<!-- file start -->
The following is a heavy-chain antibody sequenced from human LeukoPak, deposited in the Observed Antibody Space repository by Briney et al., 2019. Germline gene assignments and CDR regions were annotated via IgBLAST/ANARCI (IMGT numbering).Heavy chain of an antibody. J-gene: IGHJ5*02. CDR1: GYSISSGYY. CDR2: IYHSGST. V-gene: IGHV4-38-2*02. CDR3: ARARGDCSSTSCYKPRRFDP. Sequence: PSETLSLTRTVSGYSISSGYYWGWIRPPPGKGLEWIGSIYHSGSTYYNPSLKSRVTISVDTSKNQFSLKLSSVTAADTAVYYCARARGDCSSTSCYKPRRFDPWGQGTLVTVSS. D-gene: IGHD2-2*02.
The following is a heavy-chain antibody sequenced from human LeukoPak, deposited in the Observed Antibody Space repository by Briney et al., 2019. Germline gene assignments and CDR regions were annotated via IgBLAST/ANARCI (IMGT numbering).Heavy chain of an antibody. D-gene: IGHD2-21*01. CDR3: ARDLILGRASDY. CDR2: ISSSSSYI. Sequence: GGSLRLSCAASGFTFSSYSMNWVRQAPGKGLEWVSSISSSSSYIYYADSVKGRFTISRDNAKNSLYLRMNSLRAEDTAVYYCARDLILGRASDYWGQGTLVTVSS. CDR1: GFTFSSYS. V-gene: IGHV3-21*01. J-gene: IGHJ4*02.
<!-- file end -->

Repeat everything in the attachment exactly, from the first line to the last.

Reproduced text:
The following is a heavy-chain antibody sequenced from human LeukoPak, deposited in the Observed Antibody Space repository by Briney et al., 2019. Germline gene assignments and CDR regions were annotated via IgBLAST/ANARCI (IMGT numbering).Heavy chain of an antibody. J-gene: IGHJ5*02. CDR1: GYSISSGYY. CDR2: IYHSGST. V-gene: IGHV4-38-2*02. CDR3: ARARGDCSSTSCYKPRRFDP. Sequence: PSETLSLTRTVSGYSISSGYYWGWIRPPPGKGLEWIGSIYHSGSTYYNPSLKSRVTISVDTSKNQFSLKLSSVTAADTAVYYCARARGDCSSTSCYKPRRFDPWGQGTLVTVSS. D-gene: IGHD2-2*02.
The following is a heavy-chain antibody sequenced from human LeukoPak, deposited in the Observed Antibody Space repository by Briney et al., 2019. Germline gene assignments and CDR regions were annotated via IgBLAST/ANARCI (IMGT numbering).Heavy chain of an antibody. D-gene: IGHD2-21*01. CDR3: ARDLILGRASDY. CDR2: ISSSSSYI. Sequence: GGSLRLSCAASGFTFSSYSMNWVRQAPGKGLEWVSSISSSSSYIYYADSVKGRFTISRDNAKNSLYLRMNSLRAEDTAVYYCARDLILGRASDYWGQGTLVTVSS. CDR1: GFTFSSYS. V-gene: IGHV3-21*01. J-gene: IGHJ4*02.